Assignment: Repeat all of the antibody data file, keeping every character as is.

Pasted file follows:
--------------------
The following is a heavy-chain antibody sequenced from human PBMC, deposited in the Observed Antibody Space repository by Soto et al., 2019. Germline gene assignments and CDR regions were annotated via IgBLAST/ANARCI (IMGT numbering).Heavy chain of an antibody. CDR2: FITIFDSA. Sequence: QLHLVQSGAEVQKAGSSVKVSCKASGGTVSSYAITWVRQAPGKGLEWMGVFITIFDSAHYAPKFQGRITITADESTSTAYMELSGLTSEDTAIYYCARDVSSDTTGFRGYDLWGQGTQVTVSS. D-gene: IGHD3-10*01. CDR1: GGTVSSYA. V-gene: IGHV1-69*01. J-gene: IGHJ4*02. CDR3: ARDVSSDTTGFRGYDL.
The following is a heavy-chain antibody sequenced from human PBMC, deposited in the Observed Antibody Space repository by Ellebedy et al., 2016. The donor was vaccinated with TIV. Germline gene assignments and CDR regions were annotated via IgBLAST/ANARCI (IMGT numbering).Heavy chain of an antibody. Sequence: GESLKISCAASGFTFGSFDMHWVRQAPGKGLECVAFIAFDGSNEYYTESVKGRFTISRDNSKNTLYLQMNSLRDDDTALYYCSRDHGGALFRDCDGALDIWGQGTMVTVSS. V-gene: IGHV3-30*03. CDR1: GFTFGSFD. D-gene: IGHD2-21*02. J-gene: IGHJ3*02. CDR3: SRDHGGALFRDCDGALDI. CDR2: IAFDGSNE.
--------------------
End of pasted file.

The following is a heavy-chain antibody sequenced from human PBMC, deposited in the Observed Antibody Space repository by Soto et al., 2019. Germline gene assignments and CDR regions were annotated via IgBLAST/ANARCI (IMGT numbering).Heavy chain of an antibody. CDR2: FITIFDSA. Sequence: QLHLVQSGAEVQKAGSSVKVSCKASGGTVSSYAITWVRQAPGKGLEWMGVFITIFDSAHYAPKFQGRITITADESTSTAYMELSGLTSEDTAIYYCARDVSSDTTGFRGYDLWGQGTQVTVSS. D-gene: IGHD3-10*01. CDR1: GGTVSSYA. V-gene: IGHV1-69*01. J-gene: IGHJ4*02. CDR3: ARDVSSDTTGFRGYDL.
The following is a heavy-chain antibody sequenced from human PBMC, deposited in the Observed Antibody Space repository by Ellebedy et al., 2016. The donor was vaccinated with TIV. Germline gene assignments and CDR regions were annotated via IgBLAST/ANARCI (IMGT numbering).Heavy chain of an antibody. Sequence: GESLKISCAASGFTFGSFDMHWVRQAPGKGLECVAFIAFDGSNEYYTESVKGRFTISRDNSKNTLYLQMNSLRDDDTALYYCSRDHGGALFRDCDGALDIWGQGTMVTVSS. V-gene: IGHV3-30*03. CDR1: GFTFGSFD. D-gene: IGHD2-21*02. J-gene: IGHJ3*02. CDR3: SRDHGGALFRDCDGALDI. CDR2: IAFDGSNE.